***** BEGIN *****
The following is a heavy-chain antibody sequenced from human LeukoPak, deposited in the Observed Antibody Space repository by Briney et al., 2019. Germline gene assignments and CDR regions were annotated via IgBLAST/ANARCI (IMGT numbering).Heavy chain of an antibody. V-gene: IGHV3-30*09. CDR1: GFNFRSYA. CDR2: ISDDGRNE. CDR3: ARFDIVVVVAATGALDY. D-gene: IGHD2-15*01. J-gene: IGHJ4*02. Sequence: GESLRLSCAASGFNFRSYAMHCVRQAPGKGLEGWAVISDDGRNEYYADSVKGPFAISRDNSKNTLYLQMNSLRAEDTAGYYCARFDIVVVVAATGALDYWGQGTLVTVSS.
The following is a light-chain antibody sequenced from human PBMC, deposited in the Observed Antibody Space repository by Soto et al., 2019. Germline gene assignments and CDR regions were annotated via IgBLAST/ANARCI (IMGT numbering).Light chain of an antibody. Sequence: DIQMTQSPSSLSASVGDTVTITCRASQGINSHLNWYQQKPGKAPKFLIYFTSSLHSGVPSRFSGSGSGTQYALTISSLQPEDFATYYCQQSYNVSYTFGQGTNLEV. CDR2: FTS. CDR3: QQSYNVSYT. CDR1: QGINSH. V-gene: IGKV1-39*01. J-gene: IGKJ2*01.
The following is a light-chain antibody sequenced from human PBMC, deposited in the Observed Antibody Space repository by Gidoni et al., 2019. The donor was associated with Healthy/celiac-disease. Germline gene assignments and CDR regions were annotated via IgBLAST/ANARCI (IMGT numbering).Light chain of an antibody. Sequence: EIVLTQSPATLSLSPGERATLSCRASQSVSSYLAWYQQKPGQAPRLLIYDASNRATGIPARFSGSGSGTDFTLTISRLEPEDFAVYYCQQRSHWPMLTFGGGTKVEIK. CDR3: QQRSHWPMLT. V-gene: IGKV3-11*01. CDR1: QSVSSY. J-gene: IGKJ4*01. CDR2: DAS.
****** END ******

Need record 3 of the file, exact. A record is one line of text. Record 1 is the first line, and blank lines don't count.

The following is a light-chain antibody sequenced from human PBMC, deposited in the Observed Antibody Space repository by Gidoni et al., 2019. The donor was associated with Healthy/celiac-disease. Germline gene assignments and CDR regions were annotated via IgBLAST/ANARCI (IMGT numbering).Light chain of an antibody. Sequence: EIVLTQSPATLSLSPGERATLSCRASQSVSSYLAWYQQKPGQAPRLLIYDASNRATGIPARFSGSGSGTDFTLTISRLEPEDFAVYYCQQRSHWPMLTFGGGTKVEIK. CDR3: QQRSHWPMLT. V-gene: IGKV3-11*01. CDR1: QSVSSY. J-gene: IGKJ4*01. CDR2: DAS.